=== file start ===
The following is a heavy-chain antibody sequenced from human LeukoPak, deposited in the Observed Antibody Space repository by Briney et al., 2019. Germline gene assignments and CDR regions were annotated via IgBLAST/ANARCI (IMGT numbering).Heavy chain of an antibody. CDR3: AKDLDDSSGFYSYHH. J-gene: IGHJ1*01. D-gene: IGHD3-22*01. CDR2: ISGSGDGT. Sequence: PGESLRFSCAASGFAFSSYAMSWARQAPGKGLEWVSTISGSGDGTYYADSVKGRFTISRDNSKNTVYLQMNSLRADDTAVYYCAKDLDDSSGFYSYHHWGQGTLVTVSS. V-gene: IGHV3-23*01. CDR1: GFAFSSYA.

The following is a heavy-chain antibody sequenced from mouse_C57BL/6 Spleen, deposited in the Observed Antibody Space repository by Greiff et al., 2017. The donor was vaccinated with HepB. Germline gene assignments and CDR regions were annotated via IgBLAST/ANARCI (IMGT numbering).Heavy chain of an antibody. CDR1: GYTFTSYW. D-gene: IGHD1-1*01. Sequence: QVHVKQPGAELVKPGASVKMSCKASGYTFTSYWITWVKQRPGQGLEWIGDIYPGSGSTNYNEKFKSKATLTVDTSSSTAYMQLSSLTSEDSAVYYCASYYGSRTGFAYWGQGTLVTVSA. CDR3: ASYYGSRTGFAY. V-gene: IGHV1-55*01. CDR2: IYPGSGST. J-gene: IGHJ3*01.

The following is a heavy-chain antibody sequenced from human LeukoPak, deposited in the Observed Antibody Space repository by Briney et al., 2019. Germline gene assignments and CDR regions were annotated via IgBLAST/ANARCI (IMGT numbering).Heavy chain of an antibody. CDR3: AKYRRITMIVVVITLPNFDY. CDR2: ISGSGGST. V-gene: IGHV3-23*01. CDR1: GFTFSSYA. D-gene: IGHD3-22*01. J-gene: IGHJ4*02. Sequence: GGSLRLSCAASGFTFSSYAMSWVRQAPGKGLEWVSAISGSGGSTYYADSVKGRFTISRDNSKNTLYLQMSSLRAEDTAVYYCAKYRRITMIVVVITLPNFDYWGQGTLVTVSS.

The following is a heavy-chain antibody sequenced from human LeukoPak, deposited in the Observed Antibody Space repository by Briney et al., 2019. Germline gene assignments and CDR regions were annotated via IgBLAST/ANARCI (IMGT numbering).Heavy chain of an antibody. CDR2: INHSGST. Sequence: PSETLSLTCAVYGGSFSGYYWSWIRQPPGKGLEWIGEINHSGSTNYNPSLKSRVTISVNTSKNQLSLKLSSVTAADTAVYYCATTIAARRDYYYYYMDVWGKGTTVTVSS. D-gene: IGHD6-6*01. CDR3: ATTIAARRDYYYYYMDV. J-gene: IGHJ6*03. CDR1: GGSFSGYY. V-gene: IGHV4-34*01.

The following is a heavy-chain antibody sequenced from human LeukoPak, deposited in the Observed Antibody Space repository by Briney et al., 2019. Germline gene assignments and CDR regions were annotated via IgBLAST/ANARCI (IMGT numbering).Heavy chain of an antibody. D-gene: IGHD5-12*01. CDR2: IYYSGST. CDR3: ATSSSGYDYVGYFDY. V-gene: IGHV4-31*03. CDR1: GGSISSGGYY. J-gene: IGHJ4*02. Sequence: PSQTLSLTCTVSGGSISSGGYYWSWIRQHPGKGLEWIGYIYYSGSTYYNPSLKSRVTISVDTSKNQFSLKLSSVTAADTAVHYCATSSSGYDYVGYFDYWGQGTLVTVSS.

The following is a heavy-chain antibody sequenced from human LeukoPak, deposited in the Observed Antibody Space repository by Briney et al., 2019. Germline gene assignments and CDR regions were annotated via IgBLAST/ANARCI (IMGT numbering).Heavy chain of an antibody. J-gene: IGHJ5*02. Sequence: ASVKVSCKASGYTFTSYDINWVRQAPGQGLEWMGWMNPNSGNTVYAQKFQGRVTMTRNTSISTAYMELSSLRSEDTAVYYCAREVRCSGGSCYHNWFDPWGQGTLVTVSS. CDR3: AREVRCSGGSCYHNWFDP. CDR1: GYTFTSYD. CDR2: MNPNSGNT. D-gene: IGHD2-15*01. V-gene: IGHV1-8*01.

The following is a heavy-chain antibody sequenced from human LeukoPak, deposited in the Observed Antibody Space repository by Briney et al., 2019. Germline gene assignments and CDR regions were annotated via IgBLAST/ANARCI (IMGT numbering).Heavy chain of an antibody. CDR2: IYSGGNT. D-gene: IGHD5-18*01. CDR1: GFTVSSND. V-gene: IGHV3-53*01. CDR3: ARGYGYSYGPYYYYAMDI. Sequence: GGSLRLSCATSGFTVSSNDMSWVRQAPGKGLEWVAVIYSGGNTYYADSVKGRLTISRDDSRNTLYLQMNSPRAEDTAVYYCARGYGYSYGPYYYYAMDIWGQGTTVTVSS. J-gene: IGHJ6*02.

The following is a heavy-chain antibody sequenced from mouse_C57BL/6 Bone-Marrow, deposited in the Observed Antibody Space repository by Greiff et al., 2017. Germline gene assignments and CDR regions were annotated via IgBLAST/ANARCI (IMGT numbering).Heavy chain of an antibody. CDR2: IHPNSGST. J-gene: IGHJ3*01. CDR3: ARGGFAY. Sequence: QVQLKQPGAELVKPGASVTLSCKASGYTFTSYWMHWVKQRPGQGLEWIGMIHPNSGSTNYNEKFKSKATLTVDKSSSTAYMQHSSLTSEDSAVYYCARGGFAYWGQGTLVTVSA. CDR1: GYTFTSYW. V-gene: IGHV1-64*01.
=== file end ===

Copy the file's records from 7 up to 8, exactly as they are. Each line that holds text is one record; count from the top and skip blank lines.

The following is a heavy-chain antibody sequenced from human LeukoPak, deposited in the Observed Antibody Space repository by Briney et al., 2019. Germline gene assignments and CDR regions were annotated via IgBLAST/ANARCI (IMGT numbering).Heavy chain of an antibody. CDR2: IYSGGNT. D-gene: IGHD5-18*01. CDR1: GFTVSSND. V-gene: IGHV3-53*01. CDR3: ARGYGYSYGPYYYYAMDI. Sequence: GGSLRLSCATSGFTVSSNDMSWVRQAPGKGLEWVAVIYSGGNTYYADSVKGRLTISRDDSRNTLYLQMNSPRAEDTAVYYCARGYGYSYGPYYYYAMDIWGQGTTVTVSS. J-gene: IGHJ6*02.

The following is a heavy-chain antibody sequenced from mouse_C57BL/6 Bone-Marrow, deposited in the Observed Antibody Space repository by Greiff et al., 2017. Germline gene assignments and CDR regions were annotated via IgBLAST/ANARCI (IMGT numbering).Heavy chain of an antibody. CDR2: IHPNSGST. J-gene: IGHJ3*01. CDR3: ARGGFAY. Sequence: QVQLKQPGAELVKPGASVTLSCKASGYTFTSYWMHWVKQRPGQGLEWIGMIHPNSGSTNYNEKFKSKATLTVDKSSSTAYMQHSSLTSEDSAVYYCARGGFAYWGQGTLVTVSA. CDR1: GYTFTSYW. V-gene: IGHV1-64*01.